Virtual and augmented reality (VR and AR respectively) are long lost brothers; both of them only started developing properly in recent years but until now VR has always been the big brother that has firmly stolen the attention of the mass market. However, AR is coming into its own and has made friends with companies like Touch Surgery, that are harnessing and planning to implement it in real life scenarios that are going to save lives.
Touch Surgery made its name with the surgical simulation mobile application it released in 2013 that tries to solve one of the biggest problems in surgery. That is, when someone is conducting a procedure in the operating room, they can either be performing the procedure for the first time or they haven’t done it for a while and they’re refreshing themselves, both on patients that are alive and need care. The app helps surgeons memorise the steps to a plethora of procedures and Touch Surgery has seen incredible successes with the software according to CEO Jean Nehme:
“We’ve got about 1.5 million registered users and of those about 40% are medical…I guess the success of the app is a combination of things right. We’re very lucky to work with great surgeons, and people in the surgical space and being receptive to this type of technology right. They have encouraged us, supported us and been involved in building procedures…Then we’re very lucky to have a great team, we’ve been able to take a concept of surgery and with mainly not being surgeons, you know, build the graphics and the detail and the procedures and the simulations and the systems and the data and mobile component to it to get it working and operating.”
At CES 2017 Touch Surgery showed off the next step of its work; the company is bringing its surgical simulation application to AR with the vision that one day a surgeon will perform an entire operation wearing an AR headset that tells him what steps to take in the correct order. According to Nehme, the company decided a long time ago that it wanted to make something a lot more immersive:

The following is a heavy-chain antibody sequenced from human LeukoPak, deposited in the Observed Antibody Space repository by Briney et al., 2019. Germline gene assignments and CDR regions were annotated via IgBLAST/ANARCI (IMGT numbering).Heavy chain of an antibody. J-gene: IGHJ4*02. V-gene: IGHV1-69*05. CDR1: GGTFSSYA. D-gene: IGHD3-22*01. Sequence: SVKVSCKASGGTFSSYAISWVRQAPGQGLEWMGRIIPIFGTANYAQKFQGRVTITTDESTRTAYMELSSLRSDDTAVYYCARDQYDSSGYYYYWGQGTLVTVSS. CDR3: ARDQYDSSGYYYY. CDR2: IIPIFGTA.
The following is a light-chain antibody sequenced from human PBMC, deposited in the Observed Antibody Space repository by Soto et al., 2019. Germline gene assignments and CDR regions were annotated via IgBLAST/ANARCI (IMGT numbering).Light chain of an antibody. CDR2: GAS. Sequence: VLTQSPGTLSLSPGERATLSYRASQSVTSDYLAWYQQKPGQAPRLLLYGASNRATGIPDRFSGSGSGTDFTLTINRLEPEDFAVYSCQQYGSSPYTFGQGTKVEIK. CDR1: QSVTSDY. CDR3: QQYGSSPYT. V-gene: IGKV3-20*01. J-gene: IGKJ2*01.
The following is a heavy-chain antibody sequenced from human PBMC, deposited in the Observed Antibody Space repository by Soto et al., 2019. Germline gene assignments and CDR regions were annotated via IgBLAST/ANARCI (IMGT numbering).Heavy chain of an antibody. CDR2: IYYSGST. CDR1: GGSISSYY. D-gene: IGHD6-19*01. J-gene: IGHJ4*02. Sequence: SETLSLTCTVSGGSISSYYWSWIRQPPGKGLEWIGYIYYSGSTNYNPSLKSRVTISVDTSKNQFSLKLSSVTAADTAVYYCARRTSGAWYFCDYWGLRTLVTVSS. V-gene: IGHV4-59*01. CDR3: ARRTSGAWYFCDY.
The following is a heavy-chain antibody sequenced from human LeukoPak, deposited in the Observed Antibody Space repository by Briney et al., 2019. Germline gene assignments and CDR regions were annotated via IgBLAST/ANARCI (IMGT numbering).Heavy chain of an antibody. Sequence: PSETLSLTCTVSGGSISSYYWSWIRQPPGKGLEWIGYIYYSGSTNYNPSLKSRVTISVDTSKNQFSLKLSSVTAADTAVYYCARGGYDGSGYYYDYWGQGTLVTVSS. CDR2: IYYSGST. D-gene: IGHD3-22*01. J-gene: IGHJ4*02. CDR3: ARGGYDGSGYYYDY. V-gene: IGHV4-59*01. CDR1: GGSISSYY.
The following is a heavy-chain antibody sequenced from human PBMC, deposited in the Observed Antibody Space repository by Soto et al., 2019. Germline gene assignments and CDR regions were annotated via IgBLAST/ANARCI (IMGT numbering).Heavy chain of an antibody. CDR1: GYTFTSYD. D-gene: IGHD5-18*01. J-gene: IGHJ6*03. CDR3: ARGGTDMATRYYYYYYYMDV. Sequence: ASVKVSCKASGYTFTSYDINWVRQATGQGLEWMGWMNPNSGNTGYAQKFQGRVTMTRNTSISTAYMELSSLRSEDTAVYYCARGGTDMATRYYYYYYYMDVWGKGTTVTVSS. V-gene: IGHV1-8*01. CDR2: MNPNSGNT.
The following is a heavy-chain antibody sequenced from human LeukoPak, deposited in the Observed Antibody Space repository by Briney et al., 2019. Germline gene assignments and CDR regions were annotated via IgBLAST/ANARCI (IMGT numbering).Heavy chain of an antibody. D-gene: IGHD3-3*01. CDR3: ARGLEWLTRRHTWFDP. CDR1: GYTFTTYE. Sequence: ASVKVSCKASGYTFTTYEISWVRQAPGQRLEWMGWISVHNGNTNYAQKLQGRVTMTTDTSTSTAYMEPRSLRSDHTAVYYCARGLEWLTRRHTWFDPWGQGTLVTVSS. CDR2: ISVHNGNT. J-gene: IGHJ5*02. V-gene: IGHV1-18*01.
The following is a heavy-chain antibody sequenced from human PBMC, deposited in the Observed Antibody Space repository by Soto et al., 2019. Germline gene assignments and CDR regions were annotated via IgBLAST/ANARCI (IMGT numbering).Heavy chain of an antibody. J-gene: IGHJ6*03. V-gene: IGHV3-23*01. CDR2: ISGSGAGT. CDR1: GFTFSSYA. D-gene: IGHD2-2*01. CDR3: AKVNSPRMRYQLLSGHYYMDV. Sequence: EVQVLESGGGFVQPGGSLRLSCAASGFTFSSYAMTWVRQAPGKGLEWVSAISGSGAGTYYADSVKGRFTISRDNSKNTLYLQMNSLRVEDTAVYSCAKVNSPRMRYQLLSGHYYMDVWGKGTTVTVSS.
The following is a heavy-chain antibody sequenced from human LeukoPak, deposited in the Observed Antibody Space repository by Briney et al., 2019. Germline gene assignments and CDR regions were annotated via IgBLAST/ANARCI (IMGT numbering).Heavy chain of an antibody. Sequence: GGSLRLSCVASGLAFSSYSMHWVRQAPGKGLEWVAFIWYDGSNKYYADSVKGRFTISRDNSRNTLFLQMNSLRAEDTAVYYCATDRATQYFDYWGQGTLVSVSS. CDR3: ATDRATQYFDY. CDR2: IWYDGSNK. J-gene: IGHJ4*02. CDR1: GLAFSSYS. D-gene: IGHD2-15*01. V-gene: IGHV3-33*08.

“We decided that like three years ago, when there weren’t many AR headsets. We’ve always been interested in augmented reality but for us, you know, the technology has been a little bit late to come…we see this industry moving fast, and we think augmented reality is going to be a really interesting technology. But it’s always, we’re a problem solution company and our focus is how do we help surgery.”
Walking into the Touch Surgery offices showed the company is committed to bringing the much hailed application to AR by the seemingly all hands on deck approach by its employees. The company has partnered with DAQRI, an AR headset manufacturer based in California, and Microsoft in order to get two augmented reality platforms to start working with. Whilst visiting the company headquarters, a representative for the former was there and was keen to demonstrate the capabilities of the headset.
After trying both the DAQRI headset as well as Microsoft’s Hololens it’s clear that the technology and software by Touch Surgery is in its early stages, but even in an embryonic state, the technology has incredible potential. Sure, the voice commands don’t always work and the field of view is limited, but you’re not thinking about that, you’re too busy thinking about the near future where a surgeon is going to be wearing something on their head not too dissimilar.
Just like VR headsets, the hardware from DAQRI and Microsoft is not completely identical, this means experimenting and testing out each headset’s capabilities according to the Head of R&D at Touch Surgery, Danail Stoyanov:
“We’d love to have a unified experience but currently the hardware platforms are quite different and that is not something that is straightforward to do, it requires quite a bit of work…they all have little nuances, little differences… so there are technical challenges and it takes time to transition between the platforms.”